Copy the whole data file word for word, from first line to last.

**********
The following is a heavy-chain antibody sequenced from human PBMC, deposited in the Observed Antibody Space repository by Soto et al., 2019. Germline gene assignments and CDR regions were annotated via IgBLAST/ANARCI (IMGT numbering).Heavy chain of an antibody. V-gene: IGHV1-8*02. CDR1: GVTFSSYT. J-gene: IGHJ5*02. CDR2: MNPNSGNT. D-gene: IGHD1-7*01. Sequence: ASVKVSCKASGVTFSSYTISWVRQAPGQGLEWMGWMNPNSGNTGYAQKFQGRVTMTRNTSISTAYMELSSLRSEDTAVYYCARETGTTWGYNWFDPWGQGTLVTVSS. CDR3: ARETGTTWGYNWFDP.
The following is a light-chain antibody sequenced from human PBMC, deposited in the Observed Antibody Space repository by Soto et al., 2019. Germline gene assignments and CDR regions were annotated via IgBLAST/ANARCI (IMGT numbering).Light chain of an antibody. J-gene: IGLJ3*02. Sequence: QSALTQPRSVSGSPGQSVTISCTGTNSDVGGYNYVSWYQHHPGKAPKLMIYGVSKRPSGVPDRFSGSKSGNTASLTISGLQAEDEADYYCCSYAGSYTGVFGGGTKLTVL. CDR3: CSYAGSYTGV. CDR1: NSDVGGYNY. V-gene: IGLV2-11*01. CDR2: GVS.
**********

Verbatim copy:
The following is a heavy-chain antibody sequenced from human PBMC, deposited in the Observed Antibody Space repository by Soto et al., 2019. Germline gene assignments and CDR regions were annotated via IgBLAST/ANARCI (IMGT numbering).Heavy chain of an antibody. V-gene: IGHV1-8*02. CDR1: GVTFSSYT. J-gene: IGHJ5*02. CDR2: MNPNSGNT. D-gene: IGHD1-7*01. Sequence: ASVKVSCKASGVTFSSYTISWVRQAPGQGLEWMGWMNPNSGNTGYAQKFQGRVTMTRNTSISTAYMELSSLRSEDTAVYYCARETGTTWGYNWFDPWGQGTLVTVSS. CDR3: ARETGTTWGYNWFDP.
The following is a light-chain antibody sequenced from human PBMC, deposited in the Observed Antibody Space repository by Soto et al., 2019. Germline gene assignments and CDR regions were annotated via IgBLAST/ANARCI (IMGT numbering).Light chain of an antibody. J-gene: IGLJ3*02. Sequence: QSALTQPRSVSGSPGQSVTISCTGTNSDVGGYNYVSWYQHHPGKAPKLMIYGVSKRPSGVPDRFSGSKSGNTASLTISGLQAEDEADYYCCSYAGSYTGVFGGGTKLTVL. CDR3: CSYAGSYTGV. CDR1: NSDVGGYNY. V-gene: IGLV2-11*01. CDR2: GVS.